A Global Middle Ages through the Pages of Decorated Books

Facsimile of the Dresden Codex (detail), 13th or 14th century, made in the Yucatan Peninsula, Mexico (Dresden, Germany, Saxon State Library, Mscr.Dresd. R 310. The Getty Research Institute, 2645-271)

By Dr. Bryan C. Keene
Adjunct Professor of Art History
Pepperdine University


Manuscripts and printed books—like today’s museums, archives, and libraries—provide glimpses into how people have perceived the Earth, its many cultures, and everyone’s place in it. Toward a Global Middle Ages: Encountering the World through Illuminated Manuscripts, a new book from Getty Publications, invites you to explore this theme, presenting a range of book types from premodern Africa, Europe, Asia, the Americas, and Austronesia.

Gospel book, about 1480–1520, made in Gunda Gunde Monastery, Ethiopia (The J. Paul Getty Museum, Ms. 105, 2010.17)

The production of books is a collaborative undertaking. In the premodern period, this process could involve the makers of writing surfaces, binding supports, scribes, procurers and creators of pigment, merchants, artists, patrons, and eventually the readers, viewers, or listeners.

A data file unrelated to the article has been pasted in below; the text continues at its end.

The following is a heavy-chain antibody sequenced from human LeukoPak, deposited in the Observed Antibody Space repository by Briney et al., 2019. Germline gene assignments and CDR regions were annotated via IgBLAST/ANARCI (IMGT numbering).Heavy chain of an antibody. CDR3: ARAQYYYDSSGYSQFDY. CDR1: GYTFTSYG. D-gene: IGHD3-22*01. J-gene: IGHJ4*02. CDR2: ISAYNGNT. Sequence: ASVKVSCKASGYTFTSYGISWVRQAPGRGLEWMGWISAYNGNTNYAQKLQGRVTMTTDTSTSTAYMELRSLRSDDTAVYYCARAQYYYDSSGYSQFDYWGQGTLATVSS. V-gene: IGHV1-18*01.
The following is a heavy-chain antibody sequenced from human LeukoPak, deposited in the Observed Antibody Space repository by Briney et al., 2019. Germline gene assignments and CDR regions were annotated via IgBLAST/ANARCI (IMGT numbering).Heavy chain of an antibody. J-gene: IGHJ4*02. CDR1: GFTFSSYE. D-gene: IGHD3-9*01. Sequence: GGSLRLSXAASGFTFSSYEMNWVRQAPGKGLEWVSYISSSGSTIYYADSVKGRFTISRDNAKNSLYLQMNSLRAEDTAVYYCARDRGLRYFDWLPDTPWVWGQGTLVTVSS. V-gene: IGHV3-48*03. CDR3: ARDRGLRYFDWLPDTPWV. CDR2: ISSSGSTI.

Books produced during a global Middle Ages reveal a vast variety of structures and styles. Pages from a Prajnaparamita (The Perfection of Wisdom) manuscript (detail), 1025, made in Bihar, India (Los Angeles County Museum of Art, M.86.185a-d)

Toward a Global Middle Ages includes essays by twenty-six authors who are specialists of the art of the book.

Whose Middle Ages?

What do we mean by a global Middle Ages (or medieval period)? Writing about the Middle Ages has traditionally centered on the Jewish, Christian, and Muslim communities in Europe, Western Asia, and the greater Mediterranean between the years 500 and 1500. The term “Middle Ages” was used in the nineteenth century to describe a medium aevum, a middle age between the Roman Empire and the Renaissance.

The Rothschild Pentateuch, 1296, made in France and/or Germany (The J. Paul Getty Museum, Ms. 116, 2018.43)

For decades, scholars have challenged this Eurocentric view of the past, turning attention to a global Middle Ages that includes Africa, Asia, the Americas, and Austronesia. Some of these scholars seek to uncover networks, pathways, routes, or links between people and places. In doing so, an aim has been to reveal the lives of those who have been silenced by history or tradition: women, enslaved individuals, Indigenous peoples, queer or disabled groups. Others take a comparative approach, examining similar phenomena in different places at the same time or over time. Toward a Global Middle Ages expands upon these perspectives.